Black Catholics called to ‘change the narrative’ about race in America

(NCR Online) Black Catholics must work harder to bridge the racial divide in communities, the nation and within the church, while the Catholic Church needs to be a stronger force in confronting the systemic racism at the root of mass incarceration and economic inequality.

That was the key message at the 12th National Black Catholic Congress that attracted more than 2,200 participants July 6-9. They gathered from dioceses across the nation to learn from each other and draw inspiration from speakers such as Cardinal Peter Turkson, the head of the Vatican’s Pontifical Council for Justice and Peace, attorney Bryan Stevenson, founder of the Equal Justice Initiative in Montgomery, Alabama, and Bishop Edward Braxton of Belleville, Illinois, author of the pastoral letter and study guide “The Racial Divide in the United States: A Reflection for the World Day of Peace 2015.”

Amid workshops on prayer, Bible study and prison ministries were sessions on racism as a destructive force and lessons learned in the St. Louis Archdiocese from the unrest in Ferguson after the fatal police shooting of Michael Brown in 2014.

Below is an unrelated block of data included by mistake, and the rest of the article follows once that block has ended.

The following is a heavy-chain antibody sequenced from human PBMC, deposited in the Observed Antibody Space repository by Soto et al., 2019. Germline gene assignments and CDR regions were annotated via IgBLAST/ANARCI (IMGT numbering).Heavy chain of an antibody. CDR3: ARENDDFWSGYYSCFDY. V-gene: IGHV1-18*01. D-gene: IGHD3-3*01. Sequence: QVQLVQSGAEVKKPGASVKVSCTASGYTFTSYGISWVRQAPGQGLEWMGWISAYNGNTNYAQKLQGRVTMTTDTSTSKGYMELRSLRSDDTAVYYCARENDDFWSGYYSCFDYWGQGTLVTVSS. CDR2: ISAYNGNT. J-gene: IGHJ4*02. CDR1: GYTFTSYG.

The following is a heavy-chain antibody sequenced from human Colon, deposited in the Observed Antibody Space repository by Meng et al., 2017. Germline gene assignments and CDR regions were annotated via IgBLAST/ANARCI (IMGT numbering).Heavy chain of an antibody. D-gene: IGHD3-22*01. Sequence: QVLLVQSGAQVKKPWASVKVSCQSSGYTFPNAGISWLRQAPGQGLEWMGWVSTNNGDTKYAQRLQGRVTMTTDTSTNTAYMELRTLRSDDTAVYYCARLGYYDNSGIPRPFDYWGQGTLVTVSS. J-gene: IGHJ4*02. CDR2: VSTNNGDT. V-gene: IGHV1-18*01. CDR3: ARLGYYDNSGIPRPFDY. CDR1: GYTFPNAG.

Held every five years, this congress gathered amidst a backdrop of an increase in racial violence, a polarizing presidential election and a nation ripped open by a series of killings of unarmed blacks by police. In powerful speeches and homilies, the collective pain of the community was clear — yet so was the call to action, including the issuance of a preamble with principles for a pastoral plan of action.

“Racism ultimately leads to death — both for those who are its victims and spiritual death for those who are perpetrators,” said Fr. Patrick Smith, in a homily that drew a standing ovation, July 7 in the Basilica of the National Shrine of Mary, Queen of the Universe. [More]


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